Tips & Bits #47: Extreme Brand Makeovers

Posted on October 10, 2011 in Marketing Tips, Marketing Tips Test

Companies seeking rapid growth and have ample resources to invest can reinvent an existing brand to uncover hidden potential and achieve financial success.

Here are some interesting case studies that can be used to inspire problem solving for other situations…maybe yours.

Redefining the value proposition.
Increasing a brand’s attractiveness to a larger number of people is a sure-fire way to grow. But some value propositions are so deeply entrenched, it’s hard to revise. A practical and proven approach is to take a brand with a focused functional benefit and redefine it around an emotional benefit.

Making Dove soar.
Before its 2006 “Campaign for Real Beauty,” Dove’s point of differentiation was purely functional and based on its formula. Because it contained moisturizing cream, its products were suited to cleanse skin without drying it out.

For the brand refresh, Dove’s new proposition of supporting “authentic” beauty appealed to a broader audience of women at an highly emotional level. It was a stroke of genius — sales of Dove products in the U.S. and abroad rose 700%.

Find growth in a growing category.
Sometime businesses reinvent themselves to align with a growing category. However, the brand must have earned the right to enter based on existing competencies.

A slick repositioning enhances the performance of K-Y Jelly
K-Y Jelly was the surgical lubricant preferred by doctors because of its water- soluble base. While Johnson & Johnson marketed a consumer version in the 1980s, it took another two decades for the company to realize how lucrative the K-Y brand could become.

By embracing K-Y’s suitability as a sexual lubricant, J&J realized sensational sales growth. Rebranding, in this case involved closure of its medical sales, and adding performance-enhancing gels and massage oils to its product line. The result was swelling sales.

May the trend be with you.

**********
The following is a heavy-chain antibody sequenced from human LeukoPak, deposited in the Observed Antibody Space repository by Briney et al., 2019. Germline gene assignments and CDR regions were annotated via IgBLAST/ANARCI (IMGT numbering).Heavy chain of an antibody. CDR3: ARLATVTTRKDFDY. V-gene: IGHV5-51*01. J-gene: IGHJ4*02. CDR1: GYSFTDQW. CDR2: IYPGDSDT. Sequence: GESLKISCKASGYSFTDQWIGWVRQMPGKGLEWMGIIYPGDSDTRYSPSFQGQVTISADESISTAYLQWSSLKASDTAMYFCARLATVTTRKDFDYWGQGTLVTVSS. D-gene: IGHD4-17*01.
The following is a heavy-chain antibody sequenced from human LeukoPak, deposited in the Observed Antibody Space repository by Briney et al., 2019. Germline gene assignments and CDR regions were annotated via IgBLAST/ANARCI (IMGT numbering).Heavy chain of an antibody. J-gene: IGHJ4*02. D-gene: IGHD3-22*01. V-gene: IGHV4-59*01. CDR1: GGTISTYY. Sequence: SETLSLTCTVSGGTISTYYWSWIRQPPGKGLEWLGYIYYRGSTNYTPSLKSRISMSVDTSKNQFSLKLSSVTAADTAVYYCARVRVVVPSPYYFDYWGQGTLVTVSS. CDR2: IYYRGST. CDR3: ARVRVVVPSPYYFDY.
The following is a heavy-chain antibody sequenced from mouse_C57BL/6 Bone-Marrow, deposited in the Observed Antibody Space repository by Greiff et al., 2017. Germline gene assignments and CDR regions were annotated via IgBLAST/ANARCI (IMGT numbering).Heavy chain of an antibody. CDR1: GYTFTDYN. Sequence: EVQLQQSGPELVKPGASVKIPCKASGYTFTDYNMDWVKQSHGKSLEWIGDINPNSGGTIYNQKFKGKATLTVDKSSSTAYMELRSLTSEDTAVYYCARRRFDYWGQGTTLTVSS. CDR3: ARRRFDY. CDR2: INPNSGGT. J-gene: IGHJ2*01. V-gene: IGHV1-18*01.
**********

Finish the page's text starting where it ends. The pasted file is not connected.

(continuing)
Every marketer’s nightmare is waking up on the wrong side of a trend. For example—trying to sell gas guzzling Hummers when the price of gas exceeds $4/gallon.

In a case like this, a company is better off acquiring or creating a new brand to tap into the trend.

Reformulation can yield healthy sales
PepsiCo saw an opportunity in the trend toward healthier eating habits. With Sierra Mist–a lemon-lime-flavored carbonated soft drink–was used to kick off PepsiCo’s recognition of this growing trend.

Sierra Mist Natural was re-launched in 2010 as a caffeine-free and all-natural formulation sweetened with real cane sugar instead of high-fructose corn syrup. In its first six months on the market, sales of the new Sierra Mist Natural produced double-digit growth.

Size matters
While past financial performance does not guarantee future success, substantial sales figures suggest underlying consumer loyalty. A brand that consistently generates strong sales can often be built into an even more powerful business.

The sweet smell of success.
After experiencing initial success with the launch of Febreze Fabric Refresher in 1998, P&G market research revealed that Febreze fulfilled an unmet consumer need. The happy news was the discovery that consumers were using it not just in the laundry room but in every other room of the house.

Several new Febreze products, such as odor-eliminating air fresheners, candles and line extensions, including a variety of fragrances to accommodate different tolerance levels for scent were created. Today, Febreze is one of P&G’s top selling brands.

Leverage core competencies.
The lessons learned through reinventing one brand may be employed throughout a company’s entire portfolio and lead to efficiencies in both manufacturing and marketing.

There’s beauty in strength.
Another P&G Brand, Oil of Olay was a key leverage point in attaining a major position in health and beauty. Between 1984 and 1997, P&G acquired numerous health and beauty brands, demonstrating its intent to dominate the category.

By reinventing Olay in the late 1990s, P&G developed a wide range of techniques to improve its skin-care and packaging technology.

So you don’t have to call in Ty Pennington and his handy megaphone to remodel your brand. Just take a long look at your strengths and opportunities and get busy!

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About Steven

Steven, a native of Los Angeles, is an advertising and marketing copywriter with over 20 years of writing experience in a wide range of subjects. An eBay addict, Steven has way too many hobbies and arcane interests – but it all makes good cocktail party conversation.

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One Response to “Tips & Bits #47: Extreme Brand Makeovers”

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    revitol Says:

    Awesome explanation on your article. Great way, and good oppinion.

    Reply

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